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How to Create a Custom Widget for RAP?

Like in SWT, you can also create custom widgets to extend the RAP widget set to your needs. Examples range from simple compositions of existing controls to complex widgets such as custom tab folders, or animated graphs and charts.

There are different types of custom widgets which will be described below. But no matter which type of custom widget you implement, you will end up with a RAP widget that has an SWT-like API and inherits some methods from an SWT super class. Therefore you should make yourself familiar with some important rules of SWT before you get started.

We highly recommend to read this article by the creators of SWT. [1]
The RAP Wiki may cover more recent issues regarding custom widgets.

Different types of custom widgets

These types differ a lot with regard to the features they support, the dependency on a certain platform, and also the effort and knowledge it takes to create them.

Compound widgets

These are the simplest ones. Compound widgets are compositions of existing SWT/RAP widgets. These widgets have to extend Composite. There is no fundamental difference between SWT and RAP for compound widgets. Everything that is said about compound widgets in [1] also applies to RAP. If you want to make your compound widget visually distinct, use a custom variants to style the composite and its children.

  • Writing a compound widget does not require any JavaScript knowledge.
  • Cross-browser compatibility is ensured by RAP.
  • The widgets are re-usable in desktop applications with SWT.

Self-drawing widgets

These are also simple in design. Sometimes you might want a widget that completely draws itself. This can be done by extending Canvas. For writing this kind of widgets, you can also follow [1]. Please note that the drawing capabilities of RAP are limited compared to SWT. Especially in Internet Explorer 7 and 8, the performance degrades with the number of drawing operations.

  • Writing a canvas widget does not require any JavaScript knowledge.
  • Cross-browser compatibility is ensured by RAP.
  • The widgets are re-usable in desktop applications with SWT.

Hint: If performance becomes an issue and your custom widgets has layers or areas that need to be redrawn less often than others, you should consider combining this with the compound approach. Either stack multiple canvases on top of each other (use SWT.INHERIT_FORCE on the parent background to make their background transparent), or put them in any layout as you would other widgets. This can reduce the number of operations by calling "redraw" only on the canvases that need to be updated.

Browser-based widgets

These can still be rather simple. The SWT Browser widget lets you place any HTML into your application. See Embedding Web-Components.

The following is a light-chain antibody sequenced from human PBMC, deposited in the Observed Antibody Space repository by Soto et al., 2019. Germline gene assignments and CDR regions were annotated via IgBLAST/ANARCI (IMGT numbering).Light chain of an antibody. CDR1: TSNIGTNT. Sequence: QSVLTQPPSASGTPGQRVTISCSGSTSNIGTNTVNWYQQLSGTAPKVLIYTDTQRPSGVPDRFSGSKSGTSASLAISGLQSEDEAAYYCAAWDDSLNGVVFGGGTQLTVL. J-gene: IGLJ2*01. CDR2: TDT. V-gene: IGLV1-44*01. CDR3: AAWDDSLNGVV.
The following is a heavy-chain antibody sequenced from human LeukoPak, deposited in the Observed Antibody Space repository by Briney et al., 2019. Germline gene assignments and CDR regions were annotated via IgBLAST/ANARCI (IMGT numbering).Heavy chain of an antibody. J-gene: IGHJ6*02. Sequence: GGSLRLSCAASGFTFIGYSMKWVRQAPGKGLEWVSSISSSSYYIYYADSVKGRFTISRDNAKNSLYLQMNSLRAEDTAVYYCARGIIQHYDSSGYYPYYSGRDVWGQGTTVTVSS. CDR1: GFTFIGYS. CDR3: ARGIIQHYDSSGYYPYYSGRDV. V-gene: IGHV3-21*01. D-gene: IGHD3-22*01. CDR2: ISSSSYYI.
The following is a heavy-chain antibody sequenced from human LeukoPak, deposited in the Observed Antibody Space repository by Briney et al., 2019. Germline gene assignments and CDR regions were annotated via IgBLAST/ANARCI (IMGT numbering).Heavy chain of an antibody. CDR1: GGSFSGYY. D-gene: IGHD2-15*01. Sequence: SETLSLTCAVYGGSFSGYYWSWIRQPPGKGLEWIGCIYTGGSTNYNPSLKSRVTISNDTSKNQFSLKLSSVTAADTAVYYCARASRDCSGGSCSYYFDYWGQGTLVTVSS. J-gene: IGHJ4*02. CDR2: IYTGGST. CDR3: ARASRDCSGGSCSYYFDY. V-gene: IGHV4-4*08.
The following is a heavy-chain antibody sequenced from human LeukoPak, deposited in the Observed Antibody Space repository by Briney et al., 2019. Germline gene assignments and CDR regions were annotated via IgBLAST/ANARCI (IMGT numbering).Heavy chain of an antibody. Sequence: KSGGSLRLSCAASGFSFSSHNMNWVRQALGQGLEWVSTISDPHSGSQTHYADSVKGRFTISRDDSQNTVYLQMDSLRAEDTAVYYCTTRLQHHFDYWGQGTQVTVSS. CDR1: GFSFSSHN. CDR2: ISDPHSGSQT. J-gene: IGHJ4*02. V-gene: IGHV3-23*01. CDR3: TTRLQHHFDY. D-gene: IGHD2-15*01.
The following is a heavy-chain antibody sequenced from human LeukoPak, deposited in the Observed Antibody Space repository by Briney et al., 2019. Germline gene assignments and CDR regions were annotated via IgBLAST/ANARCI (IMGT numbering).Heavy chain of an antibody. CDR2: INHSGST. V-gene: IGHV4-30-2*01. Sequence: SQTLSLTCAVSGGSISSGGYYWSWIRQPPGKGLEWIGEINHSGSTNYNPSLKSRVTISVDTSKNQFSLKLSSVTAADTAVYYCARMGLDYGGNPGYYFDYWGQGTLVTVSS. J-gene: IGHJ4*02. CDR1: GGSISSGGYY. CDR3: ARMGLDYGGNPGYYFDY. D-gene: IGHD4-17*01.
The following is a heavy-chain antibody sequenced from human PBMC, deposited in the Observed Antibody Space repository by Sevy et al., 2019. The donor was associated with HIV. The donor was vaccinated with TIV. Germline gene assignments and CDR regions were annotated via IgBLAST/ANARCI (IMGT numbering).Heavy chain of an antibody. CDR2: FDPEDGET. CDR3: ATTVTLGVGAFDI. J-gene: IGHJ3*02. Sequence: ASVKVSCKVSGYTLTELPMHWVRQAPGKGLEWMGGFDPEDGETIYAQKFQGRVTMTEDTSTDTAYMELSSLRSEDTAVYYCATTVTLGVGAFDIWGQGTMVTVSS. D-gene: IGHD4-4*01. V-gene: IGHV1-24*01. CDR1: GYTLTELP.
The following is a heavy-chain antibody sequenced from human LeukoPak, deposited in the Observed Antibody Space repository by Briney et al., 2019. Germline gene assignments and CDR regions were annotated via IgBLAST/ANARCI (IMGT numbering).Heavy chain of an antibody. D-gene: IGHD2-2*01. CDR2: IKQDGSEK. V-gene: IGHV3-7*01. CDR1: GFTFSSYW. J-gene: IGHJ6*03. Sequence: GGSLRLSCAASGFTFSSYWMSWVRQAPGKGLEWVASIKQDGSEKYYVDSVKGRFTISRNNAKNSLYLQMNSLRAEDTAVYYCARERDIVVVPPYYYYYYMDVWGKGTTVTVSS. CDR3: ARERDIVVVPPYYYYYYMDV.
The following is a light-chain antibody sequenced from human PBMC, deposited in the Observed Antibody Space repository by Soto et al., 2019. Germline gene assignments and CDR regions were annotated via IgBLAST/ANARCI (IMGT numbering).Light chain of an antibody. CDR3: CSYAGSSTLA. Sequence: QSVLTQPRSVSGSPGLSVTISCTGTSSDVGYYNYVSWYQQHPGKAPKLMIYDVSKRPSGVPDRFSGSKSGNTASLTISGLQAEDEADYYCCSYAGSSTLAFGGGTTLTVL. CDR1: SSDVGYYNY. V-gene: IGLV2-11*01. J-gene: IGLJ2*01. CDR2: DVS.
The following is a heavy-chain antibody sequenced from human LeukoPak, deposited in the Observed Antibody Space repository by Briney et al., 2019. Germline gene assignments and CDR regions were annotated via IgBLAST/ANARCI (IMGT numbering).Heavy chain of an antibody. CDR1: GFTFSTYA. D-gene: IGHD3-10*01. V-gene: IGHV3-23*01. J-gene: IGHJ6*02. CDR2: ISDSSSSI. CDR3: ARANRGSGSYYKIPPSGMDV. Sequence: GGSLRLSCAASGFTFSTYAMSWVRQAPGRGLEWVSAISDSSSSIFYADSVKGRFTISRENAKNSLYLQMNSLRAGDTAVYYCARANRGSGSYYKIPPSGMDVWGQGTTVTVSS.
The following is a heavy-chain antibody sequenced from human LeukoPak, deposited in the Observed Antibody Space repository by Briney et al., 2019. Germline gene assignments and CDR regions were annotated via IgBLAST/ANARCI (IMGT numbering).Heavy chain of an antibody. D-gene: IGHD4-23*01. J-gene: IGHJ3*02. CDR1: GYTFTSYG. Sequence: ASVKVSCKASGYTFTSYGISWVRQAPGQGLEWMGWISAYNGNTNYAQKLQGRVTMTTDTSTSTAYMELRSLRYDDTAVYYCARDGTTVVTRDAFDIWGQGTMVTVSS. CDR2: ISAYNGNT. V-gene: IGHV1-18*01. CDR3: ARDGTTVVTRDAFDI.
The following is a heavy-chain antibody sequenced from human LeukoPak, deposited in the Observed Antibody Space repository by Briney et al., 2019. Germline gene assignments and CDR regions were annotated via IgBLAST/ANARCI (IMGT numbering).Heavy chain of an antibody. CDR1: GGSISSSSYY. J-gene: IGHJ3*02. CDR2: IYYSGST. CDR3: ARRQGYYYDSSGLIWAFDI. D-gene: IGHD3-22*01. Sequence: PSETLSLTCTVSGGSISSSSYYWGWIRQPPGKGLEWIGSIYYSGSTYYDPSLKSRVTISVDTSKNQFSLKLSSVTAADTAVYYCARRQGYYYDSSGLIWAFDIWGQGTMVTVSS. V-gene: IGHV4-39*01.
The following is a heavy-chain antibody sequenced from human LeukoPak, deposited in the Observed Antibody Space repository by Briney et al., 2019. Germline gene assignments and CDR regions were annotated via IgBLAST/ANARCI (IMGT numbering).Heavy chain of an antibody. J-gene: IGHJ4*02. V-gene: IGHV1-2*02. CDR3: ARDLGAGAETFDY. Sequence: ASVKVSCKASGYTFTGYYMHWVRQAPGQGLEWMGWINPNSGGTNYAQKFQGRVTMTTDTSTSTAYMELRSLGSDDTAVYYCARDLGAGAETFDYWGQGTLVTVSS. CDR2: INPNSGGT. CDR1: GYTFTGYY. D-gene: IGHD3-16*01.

• Writing a Browser-based widget requires only minor-to-moderate JavaScript knowledge, unless you write the client component from scratch.
  • Cross-browser compatibility is ensured by RAP only for the Browser widget itself, but not for the code that is running inside it.
  • The widgets are re-usable in desktop applications with SWT when all resources are either inlined or provided externally. (See the Google Maps Widget for RCP/RAP [3] as an example for the former.)

ClientScripting-enhanced widgets

ClientScripting is a RAP Incubator component that allows adding client-side behavior to existing RAP widgets. When your custom-widget can graphically be represented by one or more existing SWT/RAP-widgets, but cannot be reasonably well implemented as a compound widget because of the latency of the HTTP-requests involved, ClientScripting is often the ideal solution. It can also help in some cases where certain SWT events are not implemented in RAP (MouseEnter/MouseExit), or are limited compared to SWT (Verify). ClientScripting is not to be confused with developing a Remote-API based custom widget. While it also runs partially on the client, the difference is that ClientScripting provides an SWT-like API and does not require/allow you to implement any client-server communication.

  • Writing ClientScripting-enhanced widgets requires minor-to-moderate JavaScript knowledge, and no knowledge of any other browser technology.
  • Cross-browser compatibility is ensured by RAP as long as EcmaScript-standards are followed and no DOM-elements or RAP-internals are accessed.
  • The widgets are currently not innately re-usable in desktop applications with SWT. Please consult the projects wiki for more information on Single-Sourcing. [4]

Remote-API based Custom Widgets

RAP 2.0 introduced the "Remote-API" which provides a simple way to write custom widgets that function with the same efficiency as RAP/RWT core widgets. Both sides can send messages to the other by using a Remote Object. While the server RemoteObject can be created by the custom widget code, the client RemoteObject is provided by the framework. To process messages, the server side registers an OperationHandler on the RemoteObject instance, while the client registers a TypeHandler once globally. More detailed information may be found in the RAP Wiki [2].

  • Writing a Remote-API based widget may require moderate-to-advanced knowledge of JavaScript, HTML/DOM, CSS and any other browser-technology you might want to use.
  • Cross-browser compatibility has to be ensured by the widget-developer.
  • Remote-API based widgets are not re-usable in SWT desktop applications unless an additional SWT-specific version is being developed.

External Resources